Midfielder Jack Wilshere's return to the Arsenal starting lineup, as well as the England squad, has been a source of consternation for boss Arsene Wenger. Ensuring that Wilshere can stay healthy is crucial to Arsenal's success this season.
While the midfielder has had modest success thus far, his synergy with Spaniards Mikel Arteta and Santi Cazorla should be a source of optimism for Gunner fans. The three modestly sized middle men have the potential to form one of the best units in the league.
As vital as Arteta is to the side, his fallibility has shown itself in recent weeks—the Fulham game certainly comes to mind. Wilshere's dynamism can certainly offset such off-color performances from Arteta. Keeping Wilshere healthy could go a long way for the Londoners as the season drags on.
Arsenal's loss to Birmingham in the 2011 Carling Cup Final was awful. A mix-up between Wojciech Szczesny and Laurent Koscielny saw a very winnable title slip from their grasp. Within several weeks time, the Gunners were eliminated from four competitions and their collective confidence was also eliminated
With Arsenal's progress into the quarterfinals of this year's competition, now known as the Capital One Cup, the outlook is good that the team can once again advance to the final at Wembley Stadium. Only Chelsea can be considered serious contenders of the other seven remaining teams.
Theo Walcott is currently the leading scorer in the competition with five goals to his name, while Andrei Arshavin is leading in the assist category, also with five.
While the League Cup is arguably the least important competition that Arsenal will compete in this term, a victory would not only end the team's trophy drought, but it will instill a great deal of confidence and swagger in what is currently a thoroughly inconsistent side.
Even if the League Cup is the only trophy the team can muster this year—a distinct possibility—it will set a precedent for next season, when there is little threat of key players leaving in the meantime. Having an Arsenal squad with a title under their collective belt and a sense of continuity about them would bode well for the future.
The improvement seen in Carl Jenkinson this season has been shocking. The young right-back looked wildly out of sorts almost every time he saw the field last term and seemed to have continued his poor form during the opening weekend of the Premier League season against Sunderland.
But something happened—he found his way. For all of the grief that the press and the fans gave the 20-year-old, and deservedly so, had not discouraged the young man, nor had it discouraged the coach who continued to play him.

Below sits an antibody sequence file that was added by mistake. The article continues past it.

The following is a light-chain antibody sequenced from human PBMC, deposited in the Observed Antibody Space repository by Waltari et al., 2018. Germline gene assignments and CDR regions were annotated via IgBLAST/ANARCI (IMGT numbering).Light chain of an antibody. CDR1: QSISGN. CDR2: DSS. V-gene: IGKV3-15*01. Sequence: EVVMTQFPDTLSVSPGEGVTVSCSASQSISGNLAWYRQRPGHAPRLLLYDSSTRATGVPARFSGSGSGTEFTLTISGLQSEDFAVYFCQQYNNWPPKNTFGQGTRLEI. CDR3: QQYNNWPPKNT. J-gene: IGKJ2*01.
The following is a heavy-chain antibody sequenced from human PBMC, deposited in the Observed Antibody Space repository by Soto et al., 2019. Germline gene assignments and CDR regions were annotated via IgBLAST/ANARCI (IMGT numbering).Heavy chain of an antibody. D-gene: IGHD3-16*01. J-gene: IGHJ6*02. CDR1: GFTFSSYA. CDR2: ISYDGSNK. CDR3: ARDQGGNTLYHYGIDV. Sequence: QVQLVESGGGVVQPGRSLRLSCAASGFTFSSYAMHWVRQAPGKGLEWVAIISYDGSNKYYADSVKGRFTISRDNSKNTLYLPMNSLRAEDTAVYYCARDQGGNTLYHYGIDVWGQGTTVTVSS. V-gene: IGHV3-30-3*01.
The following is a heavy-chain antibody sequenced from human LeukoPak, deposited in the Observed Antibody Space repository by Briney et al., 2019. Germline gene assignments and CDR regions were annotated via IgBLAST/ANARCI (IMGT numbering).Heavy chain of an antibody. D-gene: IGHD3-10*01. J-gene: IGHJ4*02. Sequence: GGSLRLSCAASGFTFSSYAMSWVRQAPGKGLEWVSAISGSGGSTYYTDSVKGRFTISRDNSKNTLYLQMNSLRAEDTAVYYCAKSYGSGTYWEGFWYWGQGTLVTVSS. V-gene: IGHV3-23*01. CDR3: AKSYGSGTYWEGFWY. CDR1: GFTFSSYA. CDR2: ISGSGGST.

Arsene Wenger has an impeccable eye for young talent, and Jenkinson's rise from then League One side Charlton Athletic to earning his first English cap less than 18 months later, is frankly astonishing. It is time for the other young talents Wenger has cultivated to begin bearing fruit.
Francis Coquelin has performed decently in his nine appearances for the side thus far this season but has yet to threaten for a starting spot. Mikel Arteta will invariably require rest to ensure his longevity for the season, and Coquelin would be an ideal replacement.
German youngster Serge Gnabry should also earn himself more opportunities in the Arsenal side, as the precocious 17-year-old could make himself an invaluable impact-substitute as the season progresses. His pace and footwork is promising, and cameo appearances will help ease him into the first team.
It is Alex Oxlade-Chamberlain who should be expected to make the step up as a regular in the starting XI, however. The England international displayed glimpses of his potential last season, but Arsene Wenger was shrewd to not heap pressure on the ex-Southampton player.
This season is different, though. He is well-bedded into the team, is a regular call-up for the national side, and his talents are, in some respects, superior to that of Theo Walcott. Blessed with pace and a midfielder's understanding of the game, he could excel from the wing if given the opportunity, especially if Walcott gets his central striking berth.
If any of these players can make the step up to stake a regular place in Arsene Wenger's side, the squad will be all the better for it, and it bodes well for the rest of this season and beyond.